The Dark Web has moved from what economists call “perfect competition” to a more imperfect model trending toward oligopoly. In simpler terms, it is not a sea of malevolent individuals but, rather, the domain of organized businesses that happen to be largely illegal. These are organizations of scale that must be run like a business. This new structure will evolve, adapt and grow so much faster than the prior structure because these organizations have mission-focus and cash-flow pressures. Of course, the market forces common in a bazaar will winnow out low-value and defective products quickly, simply because word travels fast and customers vote with their wallets.
10. The truly ugly “What’s next?” section
Like many thriving businesses, there is a tendency to move into adjacencies and nearby markets. This has already happened.
There is a lot of money in fiddling with clickstreams and online advertising flows. Bots account for about 50% of the traffic on the Internet; of those, about 60% are bad bots.
There is money to be made in transportation. One can buy fake waybills on the Dark Web to ship a crate to, say, Kiev at a fraction of the price FedEx or UPS would charge, even though the package will travel through FedEx or UPS.
Here are four emerging and even more worrisome areas that could be leveraged (in a bad way) by sophisticated, tech-savvy commercial criminal enterprises that are alive and thriving today in the Dark Web.
- Internet of Things – It is just the beginning for the IoT. If you click here, you can read a paper on what may drive the amazing growth and where the potential is. The available talent who know how to secure devices, sensors and tags from hacks and stop those hacks from jumping five hops up a network are few and far between, and they don’t normally work in the consumer and industrial spaces that make stuff and that have decided to make an IP-enabled model. Few boards in the Fortune 500 can have an intelligent conversation about cybersecurity at any level of detail that matters. In short, over the next few years, IoT may be a giant hunting ground. For instance, what if a hacker goes through the air conditioning control system to point-of-sale devices and steals credit card info? That is a target with a big bull’s eye on it. (That is what happened to Target.)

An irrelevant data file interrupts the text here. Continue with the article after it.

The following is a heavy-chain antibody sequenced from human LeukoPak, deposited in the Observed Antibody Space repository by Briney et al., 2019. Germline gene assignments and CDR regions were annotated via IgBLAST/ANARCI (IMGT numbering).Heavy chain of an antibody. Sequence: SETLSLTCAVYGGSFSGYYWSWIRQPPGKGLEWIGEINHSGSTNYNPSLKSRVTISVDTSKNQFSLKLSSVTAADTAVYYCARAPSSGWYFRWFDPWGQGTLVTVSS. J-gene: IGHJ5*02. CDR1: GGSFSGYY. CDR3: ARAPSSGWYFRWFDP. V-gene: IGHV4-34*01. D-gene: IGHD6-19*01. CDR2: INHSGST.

- Robotics – This is a little further out, and the criminal cash flow is a little harder to predict, but IP-connected robots is a space that will grow exponentially over the next decade and be at key points in manufacturing, military and medical process flows. What is the ransom for holding a bottling plant hostage? The Samsung SGR -1 (no, not a new phone) is a thermal imaging, video-sensing robot with a highly accurate laser targeting gun that can kill someone from 3,000 yards out. The Oerlikon GDF005 is a less-sophisticated antiaircraft “gunbot” that is, in part, designed to be turned on and left to shoot down drones. These things are both hackable.
- Biochem – What if some of the above Dark Web trends extend into this area, renting assets and expertise, point-and-click front-end designs? The bad news is that this seems to have started.
- The over-the-horizon worries – Nanotech, Li-Fi, AI, synthetic biology, brain computer interface (BCI) and genomics are all areas that, at some point in their evolution, will draw a critical mass of criminal Dark Web interest. The advances in these areas are at an astounding pace. They are parts of the near future, not the distant future. If you have not looked at CRISPR, google it. Things like CRISPR, coupled with progressively better economics, are going to supercharge this space. Li-Fi, coupled with 5G and the IoT (including accelerated growth in soft sensors), will create a large target space. The Open BCI maker community is growing quickly and holds enormous promise. Take a look at the Open BCI online shop and see what you could put together for $2,000 or $10,000. The Ultracortex Mark IV is mind-blowing (not literally) and only $299.
All of this is going to get worse before it gets better. This is clearly not a fair fight. This is a target-rich environment that is growing faster than almost anyone anticipated. The bad actors are progressively getting better organized, smarter and better built for “success.” Interpol, the FBI and other law enforcement agencies do great work, but a lot of it is after-the-fact.
Enterprises need new approaches to network-centric compartmentalized security. New thinking about upstream behavioral preventative design is needed for robustly secure IoT plays.
National organizations in law enforcement and intelligence need to think through fighting a borderless, adaptive, well-funded, loosely coupled, highly motivated force like those under the Dark Web umbrella. Those national organizations probably need to play as much offense as defense. Multiple siloed police and intelligence units that are bounded geographically, organizationally, financially and culturally probably will start out with a disadvantage.